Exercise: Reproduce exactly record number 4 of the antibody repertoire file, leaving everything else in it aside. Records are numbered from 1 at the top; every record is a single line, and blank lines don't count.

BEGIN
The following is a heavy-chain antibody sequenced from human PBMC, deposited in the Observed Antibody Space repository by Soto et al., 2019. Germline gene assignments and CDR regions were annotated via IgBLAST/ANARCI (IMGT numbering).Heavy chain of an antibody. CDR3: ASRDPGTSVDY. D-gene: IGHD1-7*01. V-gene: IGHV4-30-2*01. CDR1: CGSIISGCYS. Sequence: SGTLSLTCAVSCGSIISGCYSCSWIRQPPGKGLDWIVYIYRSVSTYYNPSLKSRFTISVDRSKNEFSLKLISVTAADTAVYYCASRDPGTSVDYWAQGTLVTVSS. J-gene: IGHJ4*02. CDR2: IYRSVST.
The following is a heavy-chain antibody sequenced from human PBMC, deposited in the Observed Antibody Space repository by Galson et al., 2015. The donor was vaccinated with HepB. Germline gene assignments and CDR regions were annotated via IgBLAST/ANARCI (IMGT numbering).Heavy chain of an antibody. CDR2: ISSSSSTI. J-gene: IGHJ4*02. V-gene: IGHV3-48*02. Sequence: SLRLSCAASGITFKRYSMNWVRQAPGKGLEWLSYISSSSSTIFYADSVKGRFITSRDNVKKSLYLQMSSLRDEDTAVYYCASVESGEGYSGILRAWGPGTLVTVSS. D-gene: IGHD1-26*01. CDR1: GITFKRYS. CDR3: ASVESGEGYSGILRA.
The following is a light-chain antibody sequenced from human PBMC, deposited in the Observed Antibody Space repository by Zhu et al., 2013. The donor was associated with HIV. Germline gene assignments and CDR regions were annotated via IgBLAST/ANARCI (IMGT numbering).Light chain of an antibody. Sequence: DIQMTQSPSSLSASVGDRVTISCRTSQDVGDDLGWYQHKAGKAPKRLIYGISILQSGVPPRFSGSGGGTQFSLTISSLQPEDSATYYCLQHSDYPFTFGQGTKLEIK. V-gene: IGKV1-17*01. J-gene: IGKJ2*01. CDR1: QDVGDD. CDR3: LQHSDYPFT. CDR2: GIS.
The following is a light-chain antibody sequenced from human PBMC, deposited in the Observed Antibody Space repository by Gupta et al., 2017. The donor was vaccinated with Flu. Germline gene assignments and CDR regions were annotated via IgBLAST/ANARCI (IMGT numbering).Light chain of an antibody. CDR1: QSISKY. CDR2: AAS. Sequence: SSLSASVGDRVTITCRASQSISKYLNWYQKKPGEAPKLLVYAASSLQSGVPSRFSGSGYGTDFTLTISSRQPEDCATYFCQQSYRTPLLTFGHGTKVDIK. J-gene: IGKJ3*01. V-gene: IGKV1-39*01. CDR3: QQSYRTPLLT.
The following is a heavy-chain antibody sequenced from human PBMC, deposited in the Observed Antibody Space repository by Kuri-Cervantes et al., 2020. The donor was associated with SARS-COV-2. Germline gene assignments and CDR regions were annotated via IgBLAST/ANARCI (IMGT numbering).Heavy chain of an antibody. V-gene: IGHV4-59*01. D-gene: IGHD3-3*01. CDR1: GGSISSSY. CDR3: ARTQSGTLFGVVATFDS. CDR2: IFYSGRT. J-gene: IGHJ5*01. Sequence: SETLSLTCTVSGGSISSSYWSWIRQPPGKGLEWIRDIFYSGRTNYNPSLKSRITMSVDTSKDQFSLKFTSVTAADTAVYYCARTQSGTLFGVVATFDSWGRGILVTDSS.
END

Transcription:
The following is a light-chain antibody sequenced from human PBMC, deposited in the Observed Antibody Space repository by Gupta et al., 2017. The donor was vaccinated with Flu. Germline gene assignments and CDR regions were annotated via IgBLAST/ANARCI (IMGT numbering).Light chain of an antibody. CDR1: QSISKY. CDR2: AAS. Sequence: SSLSASVGDRVTITCRASQSISKYLNWYQKKPGEAPKLLVYAASSLQSGVPSRFSGSGYGTDFTLTISSRQPEDCATYFCQQSYRTPLLTFGHGTKVDIK. J-gene: IGKJ3*01. V-gene: IGKV1-39*01. CDR3: QQSYRTPLLT.